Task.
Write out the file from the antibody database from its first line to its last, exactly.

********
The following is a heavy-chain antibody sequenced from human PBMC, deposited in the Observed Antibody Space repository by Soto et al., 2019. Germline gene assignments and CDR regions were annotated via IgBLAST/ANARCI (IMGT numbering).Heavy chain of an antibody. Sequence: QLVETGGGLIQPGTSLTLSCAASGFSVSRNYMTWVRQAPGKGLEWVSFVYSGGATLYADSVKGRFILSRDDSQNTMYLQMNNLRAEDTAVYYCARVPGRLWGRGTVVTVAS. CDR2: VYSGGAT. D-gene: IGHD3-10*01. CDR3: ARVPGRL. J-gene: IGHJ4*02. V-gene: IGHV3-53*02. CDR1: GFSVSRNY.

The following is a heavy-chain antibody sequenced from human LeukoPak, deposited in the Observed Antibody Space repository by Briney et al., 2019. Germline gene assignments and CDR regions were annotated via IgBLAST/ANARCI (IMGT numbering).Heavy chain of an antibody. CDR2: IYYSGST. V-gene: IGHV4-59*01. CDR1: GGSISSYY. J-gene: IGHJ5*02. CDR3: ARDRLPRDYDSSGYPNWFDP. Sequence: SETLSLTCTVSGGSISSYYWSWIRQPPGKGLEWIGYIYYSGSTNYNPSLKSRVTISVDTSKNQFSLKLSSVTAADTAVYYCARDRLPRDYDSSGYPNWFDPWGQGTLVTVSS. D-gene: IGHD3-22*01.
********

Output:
The following is a heavy-chain antibody sequenced from human PBMC, deposited in the Observed Antibody Space repository by Soto et al., 2019. Germline gene assignments and CDR regions were annotated via IgBLAST/ANARCI (IMGT numbering).Heavy chain of an antibody. Sequence: QLVETGGGLIQPGTSLTLSCAASGFSVSRNYMTWVRQAPGKGLEWVSFVYSGGATLYADSVKGRFILSRDDSQNTMYLQMNNLRAEDTAVYYCARVPGRLWGRGTVVTVAS. CDR2: VYSGGAT. D-gene: IGHD3-10*01. CDR3: ARVPGRL. J-gene: IGHJ4*02. V-gene: IGHV3-53*02. CDR1: GFSVSRNY.

The following is a heavy-chain antibody sequenced from human LeukoPak, deposited in the Observed Antibody Space repository by Briney et al., 2019. Germline gene assignments and CDR regions were annotated via IgBLAST/ANARCI (IMGT numbering).Heavy chain of an antibody. CDR2: IYYSGST. V-gene: IGHV4-59*01. CDR1: GGSISSYY. J-gene: IGHJ5*02. CDR3: ARDRLPRDYDSSGYPNWFDP. Sequence: SETLSLTCTVSGGSISSYYWSWIRQPPGKGLEWIGYIYYSGSTNYNPSLKSRVTISVDTSKNQFSLKLSSVTAADTAVYYCARDRLPRDYDSSGYPNWFDPWGQGTLVTVSS. D-gene: IGHD3-22*01.